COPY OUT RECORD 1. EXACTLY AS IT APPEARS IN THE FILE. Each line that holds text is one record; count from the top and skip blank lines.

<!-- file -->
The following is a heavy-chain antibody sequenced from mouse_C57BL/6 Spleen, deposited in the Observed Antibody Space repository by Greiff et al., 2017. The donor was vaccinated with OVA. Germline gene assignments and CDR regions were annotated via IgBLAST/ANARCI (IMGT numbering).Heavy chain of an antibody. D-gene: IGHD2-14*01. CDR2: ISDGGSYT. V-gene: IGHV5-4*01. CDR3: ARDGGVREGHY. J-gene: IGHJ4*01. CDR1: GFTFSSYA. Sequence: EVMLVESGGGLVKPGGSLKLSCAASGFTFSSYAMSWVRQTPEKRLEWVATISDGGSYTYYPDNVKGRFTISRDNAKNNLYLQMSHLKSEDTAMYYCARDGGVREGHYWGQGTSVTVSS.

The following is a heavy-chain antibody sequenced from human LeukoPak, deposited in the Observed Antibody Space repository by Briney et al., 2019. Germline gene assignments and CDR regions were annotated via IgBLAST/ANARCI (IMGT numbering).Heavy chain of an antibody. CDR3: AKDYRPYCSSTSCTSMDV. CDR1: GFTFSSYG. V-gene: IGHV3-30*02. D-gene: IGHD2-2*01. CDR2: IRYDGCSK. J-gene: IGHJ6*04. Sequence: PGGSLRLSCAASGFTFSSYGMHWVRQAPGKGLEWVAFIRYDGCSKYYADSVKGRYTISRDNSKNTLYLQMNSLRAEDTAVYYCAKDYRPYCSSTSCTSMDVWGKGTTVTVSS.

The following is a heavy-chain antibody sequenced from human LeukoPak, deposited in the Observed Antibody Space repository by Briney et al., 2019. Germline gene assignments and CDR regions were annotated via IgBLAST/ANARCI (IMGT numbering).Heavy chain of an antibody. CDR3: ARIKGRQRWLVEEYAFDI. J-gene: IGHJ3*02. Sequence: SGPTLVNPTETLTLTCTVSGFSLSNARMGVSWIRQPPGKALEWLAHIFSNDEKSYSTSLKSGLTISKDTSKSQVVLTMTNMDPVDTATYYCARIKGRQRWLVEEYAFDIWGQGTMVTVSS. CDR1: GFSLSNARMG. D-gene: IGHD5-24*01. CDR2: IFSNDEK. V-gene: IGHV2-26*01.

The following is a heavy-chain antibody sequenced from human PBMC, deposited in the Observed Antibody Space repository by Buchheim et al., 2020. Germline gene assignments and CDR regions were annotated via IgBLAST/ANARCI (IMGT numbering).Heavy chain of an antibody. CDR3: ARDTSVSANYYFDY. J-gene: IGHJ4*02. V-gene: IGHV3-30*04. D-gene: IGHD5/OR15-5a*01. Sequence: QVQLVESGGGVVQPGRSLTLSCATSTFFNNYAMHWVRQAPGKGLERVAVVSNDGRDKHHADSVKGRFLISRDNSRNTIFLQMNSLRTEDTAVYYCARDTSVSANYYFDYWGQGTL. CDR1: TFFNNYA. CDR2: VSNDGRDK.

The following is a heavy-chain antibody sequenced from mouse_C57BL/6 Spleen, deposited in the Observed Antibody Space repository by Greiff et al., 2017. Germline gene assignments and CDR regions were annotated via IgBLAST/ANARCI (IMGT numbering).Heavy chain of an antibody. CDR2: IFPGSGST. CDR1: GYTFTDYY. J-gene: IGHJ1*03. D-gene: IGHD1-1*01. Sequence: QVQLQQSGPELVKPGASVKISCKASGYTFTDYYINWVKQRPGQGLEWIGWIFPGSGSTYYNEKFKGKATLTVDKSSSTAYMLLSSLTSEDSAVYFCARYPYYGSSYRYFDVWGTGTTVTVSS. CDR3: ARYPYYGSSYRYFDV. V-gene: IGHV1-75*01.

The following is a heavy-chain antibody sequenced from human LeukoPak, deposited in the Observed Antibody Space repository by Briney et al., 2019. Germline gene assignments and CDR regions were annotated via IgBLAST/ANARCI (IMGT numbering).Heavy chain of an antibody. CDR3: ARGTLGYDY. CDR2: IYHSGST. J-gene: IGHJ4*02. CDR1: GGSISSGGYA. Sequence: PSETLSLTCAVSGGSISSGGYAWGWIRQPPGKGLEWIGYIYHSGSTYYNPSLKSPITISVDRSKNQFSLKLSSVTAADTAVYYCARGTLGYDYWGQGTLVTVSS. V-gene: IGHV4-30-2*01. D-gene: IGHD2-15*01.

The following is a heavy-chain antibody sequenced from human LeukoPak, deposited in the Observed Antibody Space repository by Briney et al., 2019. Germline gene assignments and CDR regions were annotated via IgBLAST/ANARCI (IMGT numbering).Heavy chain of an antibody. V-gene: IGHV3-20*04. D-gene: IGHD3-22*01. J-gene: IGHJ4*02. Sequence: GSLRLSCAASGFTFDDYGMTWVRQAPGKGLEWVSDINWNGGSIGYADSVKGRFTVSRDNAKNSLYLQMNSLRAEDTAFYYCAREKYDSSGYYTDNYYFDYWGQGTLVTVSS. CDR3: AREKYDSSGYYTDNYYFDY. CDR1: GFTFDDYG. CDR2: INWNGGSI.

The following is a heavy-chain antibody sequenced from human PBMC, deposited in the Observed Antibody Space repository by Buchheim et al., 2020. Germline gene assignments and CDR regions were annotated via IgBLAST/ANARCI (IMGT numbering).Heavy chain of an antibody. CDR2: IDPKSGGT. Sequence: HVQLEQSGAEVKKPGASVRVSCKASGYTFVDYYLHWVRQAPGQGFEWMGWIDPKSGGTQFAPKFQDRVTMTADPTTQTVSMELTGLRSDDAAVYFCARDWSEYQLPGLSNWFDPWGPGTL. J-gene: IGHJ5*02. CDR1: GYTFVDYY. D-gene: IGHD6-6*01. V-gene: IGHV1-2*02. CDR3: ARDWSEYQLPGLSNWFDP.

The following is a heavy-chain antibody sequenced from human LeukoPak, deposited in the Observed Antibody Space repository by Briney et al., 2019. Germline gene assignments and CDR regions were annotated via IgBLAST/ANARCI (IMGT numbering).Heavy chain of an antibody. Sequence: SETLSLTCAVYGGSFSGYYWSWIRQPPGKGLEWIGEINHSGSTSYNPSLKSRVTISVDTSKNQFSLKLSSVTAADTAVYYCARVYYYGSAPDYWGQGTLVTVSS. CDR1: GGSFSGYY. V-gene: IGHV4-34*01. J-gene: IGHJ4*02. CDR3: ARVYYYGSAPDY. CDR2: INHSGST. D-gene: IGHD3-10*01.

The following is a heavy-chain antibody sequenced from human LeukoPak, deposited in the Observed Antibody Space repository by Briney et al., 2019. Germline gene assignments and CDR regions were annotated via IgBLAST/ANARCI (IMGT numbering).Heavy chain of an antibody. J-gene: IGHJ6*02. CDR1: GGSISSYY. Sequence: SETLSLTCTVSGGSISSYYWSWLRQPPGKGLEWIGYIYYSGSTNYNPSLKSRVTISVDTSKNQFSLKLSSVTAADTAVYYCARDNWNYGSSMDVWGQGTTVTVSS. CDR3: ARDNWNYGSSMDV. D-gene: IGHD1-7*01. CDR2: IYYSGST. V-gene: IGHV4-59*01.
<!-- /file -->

The following is a heavy-chain antibody sequenced from mouse_C57BL/6 Spleen, deposited in the Observed Antibody Space repository by Greiff et al., 2017. The donor was vaccinated with OVA. Germline gene assignments and CDR regions were annotated via IgBLAST/ANARCI (IMGT numbering).Heavy chain of an antibody. D-gene: IGHD2-14*01. CDR2: ISDGGSYT. V-gene: IGHV5-4*01. CDR3: ARDGGVREGHY. J-gene: IGHJ4*01. CDR1: GFTFSSYA. Sequence: EVMLVESGGGLVKPGGSLKLSCAASGFTFSSYAMSWVRQTPEKRLEWVATISDGGSYTYYPDNVKGRFTISRDNAKNNLYLQMSHLKSEDTAMYYCARDGGVREGHYWGQGTSVTVSS.